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However, if there is no such database, and with the enormous variety of circumstances that might apply not to the applicant but to any single member of his household, how will the authority judge whether the courts would have granted possession in those circumstances?

Lord Falconer of Thoroton: My Lords, as in all issues relating to how a court will react, a large number of cases will have been decided by the courts. Not all those cases will be reported or accessible on a database. There are a large number of databases which refer one to decided cases in court, including those concerning housing, but they are not comprehensive. I know from my own experience that all county court decisions—that will be the relevant court—or Appeal Court decisions are not reported. However, databases exist to provide some assistance in relation to this matter. The more access there is to the widest possible range of decided cases, the better.

Baroness Maddock: My Lords, I am grateful to the Minister for his comprehensive response to my amendment. In view of the assurances that he has given me and his oversight of practice in this area, I beg leave to withdraw the amendment.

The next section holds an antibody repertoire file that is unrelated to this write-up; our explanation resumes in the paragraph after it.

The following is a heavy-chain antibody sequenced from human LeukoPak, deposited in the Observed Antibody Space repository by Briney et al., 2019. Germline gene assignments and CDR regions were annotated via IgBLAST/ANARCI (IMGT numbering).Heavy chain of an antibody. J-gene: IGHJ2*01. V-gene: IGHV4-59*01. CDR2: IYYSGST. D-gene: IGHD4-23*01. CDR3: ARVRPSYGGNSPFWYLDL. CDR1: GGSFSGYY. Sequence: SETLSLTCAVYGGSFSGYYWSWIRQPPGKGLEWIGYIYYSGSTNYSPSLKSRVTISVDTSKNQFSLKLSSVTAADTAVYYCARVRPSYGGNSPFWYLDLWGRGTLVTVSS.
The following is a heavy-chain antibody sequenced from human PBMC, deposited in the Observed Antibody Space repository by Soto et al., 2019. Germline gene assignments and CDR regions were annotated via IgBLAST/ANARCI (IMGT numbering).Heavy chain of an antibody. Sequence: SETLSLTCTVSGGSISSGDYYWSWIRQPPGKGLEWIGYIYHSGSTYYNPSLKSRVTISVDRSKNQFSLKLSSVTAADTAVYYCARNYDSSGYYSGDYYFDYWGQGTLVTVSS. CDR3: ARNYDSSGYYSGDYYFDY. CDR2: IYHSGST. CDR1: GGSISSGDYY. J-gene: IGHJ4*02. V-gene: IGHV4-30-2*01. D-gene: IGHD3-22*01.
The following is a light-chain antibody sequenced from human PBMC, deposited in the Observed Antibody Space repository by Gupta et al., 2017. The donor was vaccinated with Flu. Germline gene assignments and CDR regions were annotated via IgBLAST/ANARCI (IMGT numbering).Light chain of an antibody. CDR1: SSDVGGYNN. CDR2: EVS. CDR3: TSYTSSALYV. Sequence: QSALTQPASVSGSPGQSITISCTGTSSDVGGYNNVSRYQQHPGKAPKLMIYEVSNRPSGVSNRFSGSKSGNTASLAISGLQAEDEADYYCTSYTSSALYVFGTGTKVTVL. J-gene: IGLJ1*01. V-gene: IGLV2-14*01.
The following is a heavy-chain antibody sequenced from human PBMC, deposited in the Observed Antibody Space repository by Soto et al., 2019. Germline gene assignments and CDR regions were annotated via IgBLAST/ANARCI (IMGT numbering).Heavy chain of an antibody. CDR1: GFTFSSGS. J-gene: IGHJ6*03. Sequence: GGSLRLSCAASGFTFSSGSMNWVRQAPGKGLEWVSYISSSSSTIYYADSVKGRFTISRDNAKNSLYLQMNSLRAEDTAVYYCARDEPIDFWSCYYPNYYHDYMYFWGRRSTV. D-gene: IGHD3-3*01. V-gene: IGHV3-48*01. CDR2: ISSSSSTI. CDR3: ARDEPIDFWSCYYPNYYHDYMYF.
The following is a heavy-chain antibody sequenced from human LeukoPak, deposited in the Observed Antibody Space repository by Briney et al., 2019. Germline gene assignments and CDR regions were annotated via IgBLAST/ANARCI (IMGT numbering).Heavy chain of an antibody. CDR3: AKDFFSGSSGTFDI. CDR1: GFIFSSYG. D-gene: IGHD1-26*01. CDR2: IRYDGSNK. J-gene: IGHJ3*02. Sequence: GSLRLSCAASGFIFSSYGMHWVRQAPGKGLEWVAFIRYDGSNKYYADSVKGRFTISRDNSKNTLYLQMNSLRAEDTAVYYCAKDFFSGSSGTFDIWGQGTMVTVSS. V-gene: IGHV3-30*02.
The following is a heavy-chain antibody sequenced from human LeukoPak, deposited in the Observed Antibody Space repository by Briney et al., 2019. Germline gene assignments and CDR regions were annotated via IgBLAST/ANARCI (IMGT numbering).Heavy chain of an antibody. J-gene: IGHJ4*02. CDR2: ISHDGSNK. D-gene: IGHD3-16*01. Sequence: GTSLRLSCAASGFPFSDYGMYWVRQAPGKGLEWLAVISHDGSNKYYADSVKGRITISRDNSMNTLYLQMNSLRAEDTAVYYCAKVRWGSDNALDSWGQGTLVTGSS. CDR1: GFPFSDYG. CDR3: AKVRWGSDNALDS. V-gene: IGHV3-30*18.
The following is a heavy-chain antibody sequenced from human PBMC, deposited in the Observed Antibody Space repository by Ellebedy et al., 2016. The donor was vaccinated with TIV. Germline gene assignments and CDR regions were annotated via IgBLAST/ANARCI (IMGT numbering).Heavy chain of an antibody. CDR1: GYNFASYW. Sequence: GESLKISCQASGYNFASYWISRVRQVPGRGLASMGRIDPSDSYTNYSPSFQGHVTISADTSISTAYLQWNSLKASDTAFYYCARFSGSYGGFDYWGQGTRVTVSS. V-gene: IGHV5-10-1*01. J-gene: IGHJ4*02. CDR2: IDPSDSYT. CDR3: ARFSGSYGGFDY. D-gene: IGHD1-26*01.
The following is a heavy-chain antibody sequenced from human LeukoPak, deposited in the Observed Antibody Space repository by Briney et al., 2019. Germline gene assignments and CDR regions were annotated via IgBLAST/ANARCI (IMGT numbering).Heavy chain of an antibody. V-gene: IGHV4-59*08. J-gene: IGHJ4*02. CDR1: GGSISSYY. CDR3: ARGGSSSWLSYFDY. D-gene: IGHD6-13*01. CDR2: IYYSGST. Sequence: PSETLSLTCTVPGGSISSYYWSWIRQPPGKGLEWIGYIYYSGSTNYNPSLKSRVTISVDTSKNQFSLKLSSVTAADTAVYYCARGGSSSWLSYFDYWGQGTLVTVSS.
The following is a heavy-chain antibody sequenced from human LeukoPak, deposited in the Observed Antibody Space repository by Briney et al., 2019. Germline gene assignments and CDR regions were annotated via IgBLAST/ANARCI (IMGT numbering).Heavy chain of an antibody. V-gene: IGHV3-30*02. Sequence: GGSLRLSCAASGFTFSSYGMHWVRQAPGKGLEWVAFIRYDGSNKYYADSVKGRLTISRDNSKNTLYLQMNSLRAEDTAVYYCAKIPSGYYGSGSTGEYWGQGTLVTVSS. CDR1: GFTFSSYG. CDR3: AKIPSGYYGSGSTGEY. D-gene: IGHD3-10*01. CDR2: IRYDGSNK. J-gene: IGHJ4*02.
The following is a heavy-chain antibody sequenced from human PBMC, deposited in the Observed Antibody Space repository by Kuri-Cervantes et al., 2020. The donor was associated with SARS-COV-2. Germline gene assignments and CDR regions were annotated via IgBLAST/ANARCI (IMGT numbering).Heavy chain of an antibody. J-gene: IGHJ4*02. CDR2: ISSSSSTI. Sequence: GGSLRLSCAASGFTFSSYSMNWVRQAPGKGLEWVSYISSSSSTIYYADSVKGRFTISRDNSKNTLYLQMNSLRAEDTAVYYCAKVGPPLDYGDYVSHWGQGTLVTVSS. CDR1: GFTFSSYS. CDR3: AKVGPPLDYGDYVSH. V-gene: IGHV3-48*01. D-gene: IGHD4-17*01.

Amendment, by leave, withdrawn.

Clause 14 [Applications for housing accommodation]:

5.15 p.m.

Baroness Hanham moved Amendment No. 18:

    Page 10, line 7, at end insert "and shall be entered in a register complying with the requirements of Schedule (Housing Applications Register) to this Act".

The noble Baroness said: My Lords, in moving Amendment No. 18, I shall speak also to Amendment No. 37, which contains a proposed new schedule. It is a matter to which I return following the Grand Committee. The abolition of the requirement to keep a housing register is something of a false dawn. As I said previously, few will mourn the passing of a register amounting to some 8,000 to 10,000 applications. However, there will still be an administrative need for a record to be kept of those applying for consideration under the allocation scheme.

While I recognise that there are varying degrees of pressure on housing across the country, it seems somewhat lax not to have any indication within the Bill that the freedom of release from the formal housing register brings with it requirements to record applications which are made and their outcome, even if that is only to say that there is no entitlement, no priority or no realistic possibility of housing in a defined period.

Monitoring and auditing of the housing position across the country will become infinitely more unreliable than it is already if there is no requirement to maintain administrative probity. My schedule in Amendment No. 37, of which I was quite proud—that